The Center for Education Equity (CEE) at MAEC is inviting members of our advisory board, partners, and other colleagues to share their views on current equity issues. Their opinions do not necessarily reflect CEE’s views or those of the Department of Education.
By Lisa Tabaku
Center for Education Equity Advisory Board Member; Principal Researcher, AIR
May 30, 2017
On November 28, 2016, the Southern Poverty Law Center released The Trump Effect: The Impact of the 2016 Presidential Election on our Nation’s Schools, which presented responses by K-12 educators to its online survey about the effects of the campaign and its aftermath on students in U.S. schools. Sadly, the report documented blatant student-on-student aggression against marginalized students in many schools. It provided evidence of the fear and anxiety immigrant students felt about their and their families’ futures.
I have spent many years working in districts, schools, and classrooms as an advocate for immigrant students, and as a PreK-12 technical assistance provider and researcher for students who come to U.S. schools speaking languages other than English. In my many years of experience, I have found that lack of acceptance, bullying, fear, and anxiety have been a part of many immigrant children’s experiences. It is the rare school that has taken on the arduous and ongoing work of ensuring a safe, equitable, linguistically, and culturally affirming place for immigrant students to learn and grow. Instead, as the SPLC study bears out, recent events in American politics have led to environments even more precarious for our immigrant students to learn in, and even more challenging for our school leaders and teachers to make more inviting and safer.
What have I seen and heard lately? Teachers from coast to coast have shared stories with me. At one elementary school, I listened to a teacher cry as she described the worry and anxiety of small children who are afraid that their parents will be sent away. I listened to a high school social studies teacher telling me that he is unable to discuss the new president with his class because there is so much discord, fear, and ill-will that he cannot engage his students in a calm conversation about the topic. I heard just recently from a teacher whose young student was so traumatized by the deportation of an older brother that his behavior mimicked that of a stroke victim, unable to respond to stimuli around him. It was only after the boy’s mother had settled the older brother with relatives in the country of deportation that the boy returned to some degree of normalcy.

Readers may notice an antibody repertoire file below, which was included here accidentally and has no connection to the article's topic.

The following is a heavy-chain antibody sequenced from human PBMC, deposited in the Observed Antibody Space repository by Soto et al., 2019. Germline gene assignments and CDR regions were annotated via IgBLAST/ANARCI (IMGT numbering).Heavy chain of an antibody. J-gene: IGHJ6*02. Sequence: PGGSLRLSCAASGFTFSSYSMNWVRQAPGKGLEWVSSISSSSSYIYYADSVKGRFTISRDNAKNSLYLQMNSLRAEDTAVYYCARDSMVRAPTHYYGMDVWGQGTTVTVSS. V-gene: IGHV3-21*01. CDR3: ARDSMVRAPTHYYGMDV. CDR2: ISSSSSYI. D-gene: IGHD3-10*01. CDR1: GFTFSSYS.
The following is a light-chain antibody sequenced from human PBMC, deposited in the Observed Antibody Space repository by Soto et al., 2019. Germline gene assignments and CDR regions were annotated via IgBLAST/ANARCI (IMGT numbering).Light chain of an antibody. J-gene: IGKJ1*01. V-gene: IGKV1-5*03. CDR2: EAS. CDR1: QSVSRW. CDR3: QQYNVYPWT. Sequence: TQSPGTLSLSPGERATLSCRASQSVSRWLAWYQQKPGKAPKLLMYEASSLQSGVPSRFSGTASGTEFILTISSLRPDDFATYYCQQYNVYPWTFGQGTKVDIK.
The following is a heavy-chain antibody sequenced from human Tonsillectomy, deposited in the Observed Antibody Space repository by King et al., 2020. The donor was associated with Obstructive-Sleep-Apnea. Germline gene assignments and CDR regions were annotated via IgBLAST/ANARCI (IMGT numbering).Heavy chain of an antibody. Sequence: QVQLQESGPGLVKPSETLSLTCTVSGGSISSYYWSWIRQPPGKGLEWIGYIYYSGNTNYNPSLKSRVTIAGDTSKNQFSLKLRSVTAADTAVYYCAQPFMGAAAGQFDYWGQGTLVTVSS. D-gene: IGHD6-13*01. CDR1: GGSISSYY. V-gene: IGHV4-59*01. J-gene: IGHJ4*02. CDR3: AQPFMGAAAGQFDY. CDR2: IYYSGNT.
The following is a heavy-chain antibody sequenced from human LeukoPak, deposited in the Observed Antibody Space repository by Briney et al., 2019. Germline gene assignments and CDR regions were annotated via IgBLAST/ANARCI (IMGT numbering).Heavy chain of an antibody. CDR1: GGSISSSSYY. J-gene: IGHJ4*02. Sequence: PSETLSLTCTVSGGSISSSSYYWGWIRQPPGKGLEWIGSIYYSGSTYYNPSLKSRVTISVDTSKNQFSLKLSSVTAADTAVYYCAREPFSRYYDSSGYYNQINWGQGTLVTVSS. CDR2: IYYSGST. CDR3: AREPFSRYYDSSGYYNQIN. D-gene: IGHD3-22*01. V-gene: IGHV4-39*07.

As a result, I am very pleased to see that CEE’s Exploring Equity Issues topic for the month of May is “Creating Welcoming Environments for Immigrant Students.” In a time of ever increasing uncertainty in the lives of our immigrant students, school staff need to work harder to employ policies and practices that ensure immigrant students are welcomed, valued, and seen as the rich fount of knowledge and experience that they are, a fount that can enhance the lives of all of the students in the school.
My daughter is a fairly new teacher. She works in a high-poverty elementary school, the population of which is predominantly Latino representing families from Central America. She finds that her children are more uneasy than ever as a result of recent, aggressive immigration policies and enforcement. She also finds students who at very young ages voice biased comments about children different from themselves.
I am proud of my daughter for realizing that her job is not only the teaching of reading, writing, and arithmetic. She knows that she must also devote attention to the social curriculum. Every two weeks (as a much-needed, constant reminder to her students in the face of events outside her classroom), she squeezes in time for read-alouds of quality children’s literature that speak to issues of fairness, justice, and empathy.
My daughter turns to the Social Justice Books website, a Teaching for Change Project, to find anti-bias children’s books. For older students, Newsela.com has a collection of text sets called A Mile In Our Shoes. A reading initiative of Newsela, in partnership with Teaching Tolerance and Donors Choose, A Mile In Our Shoes promotes empathy through reading using texts that address different perspectives and lived experiences. These stories are about rural communities and refugees, Native Americans and immigrants, veterans and Muslims, groundbreaking women, and courageous people with disabilities.
To create welcoming environments for immigrant students in the current anti-immigrant climate, one small step within the reach of every teacher is to read, discuss, and raise awareness by sharing quality books and news articles that teach compassion, kindness, and mutual respect.
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